This project first aims to develop and validate novel tools for assessing the disposition towards sustainable (vs. Selfish) decision-making, using both explicit measures such as questionnaires and implicit measures such as the implicit association test, as well as metrics of choice-related brain activity resulting from neurophysiological response such as electroencephalography (EEG) and/or functional magnetic resonance imaging (fMRI). Once validated against simpler and well-established measures of sustainability such as the Fish-game, the developed tools will be used to investigate whether, and to what extent, a sustainable decision-making aptitude can be modulated by different experimental manipulations. These will include, for instance, the cognitive framing of the decisional problem and its outcomes (e.G.In terms of gains vs. Losses), the perception of emotional cues, and the degree of realism of its presentation (e.G., by comparing choices elicited by immersive virtual-reality vs. A standard experimental setup with stimuli presented on a PC-screen). Again, the effects of these experimental manipulations will be assessed both at the behavioral level and in terms of neurophysiological brain response, using an innovative immersive-EEG experimental setup. This project is expected to result in distinct outputs, including deliverables (i.E., tools for measuring a sustainable decision-making aptitude) and scientific articles reporting their applications in neuro-cognitive settings. Overall, these outcomes are expected to help refining the available socio-cognitive models of sustainable choice, thus paving the way to further multidisciplinary extensions of the inquiry on the cognitive precursors of sustainable decision-making in different contexts.
Preferred qualifications include- Masters degree in Psychology or Economics- Previous experience with design and/or performance of studies in cognitive psychology and/or cognitive neuroscience- Previous experience with the fields of behavioural economics and/or psychology of decision-making- Familiarity with psychological experiment software (e.G. Presentation, E-Prime, etc.)- Strong motivation towards research in challenging environmentsGood capability to work in a team and interest for multidisciplinary research are essential, along with a good knowledge of English language, both spoken and written.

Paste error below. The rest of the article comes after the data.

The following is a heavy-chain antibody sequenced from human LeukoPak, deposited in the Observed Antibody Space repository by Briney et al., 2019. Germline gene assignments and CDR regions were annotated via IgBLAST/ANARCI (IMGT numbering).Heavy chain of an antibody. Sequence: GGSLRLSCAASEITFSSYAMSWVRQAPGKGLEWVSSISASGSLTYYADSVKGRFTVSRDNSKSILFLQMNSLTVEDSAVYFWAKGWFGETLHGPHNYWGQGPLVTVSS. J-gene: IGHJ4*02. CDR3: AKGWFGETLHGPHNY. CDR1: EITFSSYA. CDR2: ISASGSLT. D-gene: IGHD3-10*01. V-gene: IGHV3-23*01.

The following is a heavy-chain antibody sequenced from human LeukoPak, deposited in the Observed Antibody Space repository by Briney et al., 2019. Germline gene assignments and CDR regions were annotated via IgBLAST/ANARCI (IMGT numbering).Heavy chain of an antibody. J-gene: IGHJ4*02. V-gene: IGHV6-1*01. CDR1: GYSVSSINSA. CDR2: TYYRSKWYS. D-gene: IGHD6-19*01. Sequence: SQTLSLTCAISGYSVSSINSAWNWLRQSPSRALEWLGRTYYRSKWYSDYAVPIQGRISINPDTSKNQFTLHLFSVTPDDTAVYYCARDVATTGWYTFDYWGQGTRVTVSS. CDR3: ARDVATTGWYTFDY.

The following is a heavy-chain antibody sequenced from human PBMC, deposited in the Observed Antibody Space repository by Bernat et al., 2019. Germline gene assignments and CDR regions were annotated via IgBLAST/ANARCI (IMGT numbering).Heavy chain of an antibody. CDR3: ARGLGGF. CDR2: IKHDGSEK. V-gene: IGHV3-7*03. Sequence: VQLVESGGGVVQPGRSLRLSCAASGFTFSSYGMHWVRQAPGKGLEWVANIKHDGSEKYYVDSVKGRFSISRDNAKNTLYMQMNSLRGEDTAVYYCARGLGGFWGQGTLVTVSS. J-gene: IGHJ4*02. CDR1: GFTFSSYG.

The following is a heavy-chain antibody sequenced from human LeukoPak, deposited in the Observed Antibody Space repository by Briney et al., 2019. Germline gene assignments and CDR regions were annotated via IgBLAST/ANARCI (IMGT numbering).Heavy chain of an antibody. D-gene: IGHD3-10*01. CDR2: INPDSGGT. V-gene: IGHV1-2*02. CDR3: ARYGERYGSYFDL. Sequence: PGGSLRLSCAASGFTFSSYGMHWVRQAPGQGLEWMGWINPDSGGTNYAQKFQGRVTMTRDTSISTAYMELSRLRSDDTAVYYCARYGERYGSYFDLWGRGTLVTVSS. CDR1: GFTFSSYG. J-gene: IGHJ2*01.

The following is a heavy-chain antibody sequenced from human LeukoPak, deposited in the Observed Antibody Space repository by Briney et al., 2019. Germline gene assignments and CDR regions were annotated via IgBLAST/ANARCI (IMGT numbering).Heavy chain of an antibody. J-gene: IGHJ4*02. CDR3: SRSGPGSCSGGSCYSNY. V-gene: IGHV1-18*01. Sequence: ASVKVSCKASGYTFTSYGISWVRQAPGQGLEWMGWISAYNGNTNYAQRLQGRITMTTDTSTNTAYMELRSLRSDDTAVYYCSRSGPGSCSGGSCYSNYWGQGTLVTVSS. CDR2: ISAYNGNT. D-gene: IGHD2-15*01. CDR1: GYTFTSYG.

This project will benefit from the recently-developed IUSS-Maugeri Cognitive Neuroscience Laboratory, that takes a multidisciplinary approach to investigate the neural bases of healthy or pathological human behavior with several research techniques applied to different populations. The lab is equipped with most of the techniques that are used in cognitive psychology and cognitive neuroscience to investigate cognitive functioning and its neurophysiological bases, including neuroimaging, non-invasive brain stimulation, eye-tracking, and immersive virtual reality. The Lab is run by researchers based at the IUSS School (Nicola Canessa, Giulia Mattavelli) in collaboration with external researchers. The members of the laboratory, and their collaborators, are specialized in all phases of research in cognitive and clinical neuroscience, from the definition of the experimental design to the collection and analysis of data.Selected examples of the activities performed at the Cognitive Neuroscience Laboratory in the field of Neuroeconomics:Altered striatal-opercular intrinsic connectivity reflects decreased aversion to losses in alcohol use disorder. Doi.Org/10.1016/j.Neuropsychologia.2022.108258High-definition transcranial direct current stimulation of the dorsal anterior cingulate cortex modulates decision-making and executive control. Doi.Org/10.1007/s00429-022-02456-3Risk perception and behaviour during the COVID-19 pandemic: Predicting variables of compliance with lockdown measures. Doi:10.1371/journal.Pone.0262319 Increased decision latency in alcohol use disorder reflects altered resting-state synchrony in the anterior salience network. Doi: 10.1038/s41598-021-99211-1.Psychological precursors of individual differences in COVID-19 lockdown adherence: Moderated-moderation by personality and moral cognition measures. Https://doi.Org/10.1016/j.Paid.2021.111090, November 1 2021Posterior fronto-medial atrophy reflects decreased loss aversion, but not executive impairment, in alcohol use disorder. Doi: 10.1111/adb.13088.